Parshat Behar addresses the inevitability of poverty. And though the common translation of Leviticus 25:35 says “If your kinsman, being in straits, comes under your authority,” the Torah uses the word “Ki”–not “if,” but “when.” It is bound to occur that we will encounter among us needy whom we must strengthen.
In his commentary on the Torah, the 16th-century Turkish Rabbi Moshe Alsheikh notes that most of the passages leading up to this one are phrased in the plural. The concerns of the Sabbatical year, when the land is not to be farmed, are communal: “And should you (pl.) ask, ‘What are we to eat in the seventh year” (25:20); “Throughout the land that you (pl.) hold, you (pl.) must provide for the redemption of the land” ((25:24). But when it comes to the poverty of an individual, the expectations to respond are delivered not in plural terms, but in the singular: “If your (sing.) kinsman, being in straits, comes under your (sing.) authority, and you (sing.) hold him as though a resident alien, let him live by your (sing.) side.”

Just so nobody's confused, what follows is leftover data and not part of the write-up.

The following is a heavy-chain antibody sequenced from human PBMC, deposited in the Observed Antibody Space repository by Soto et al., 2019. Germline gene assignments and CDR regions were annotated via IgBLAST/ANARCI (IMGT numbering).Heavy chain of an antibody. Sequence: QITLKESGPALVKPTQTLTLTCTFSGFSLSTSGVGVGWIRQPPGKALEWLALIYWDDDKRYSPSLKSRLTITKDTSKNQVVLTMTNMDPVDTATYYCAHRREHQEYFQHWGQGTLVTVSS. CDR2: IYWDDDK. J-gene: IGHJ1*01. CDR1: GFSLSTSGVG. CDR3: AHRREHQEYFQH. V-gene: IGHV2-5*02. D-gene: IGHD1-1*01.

The Alsheikh hears the Torah responding to common human behavior. All too often, when when approached by those in need, we are good at making referrals. We ourselves cannot help, but we suggest the names of others who can. That’s why fund-raisers understand that mass appeals are effective, but not nearly as productive as face-to-face meetings, labor-intensive though they may be. I hear a public appeal for a worthy cause, and I am confident that the person sitting next to me will support it. But when approached directly and personally, I understand that in this moment, it is up to me.
Certain obligations, like managing a national economic crisis such as the Sabbatical year, require communal commands. But the individual in need can only rely on individuals to help. Come to think of it, when every individual sees it as his or her solemn duty to help, then we truly have a community.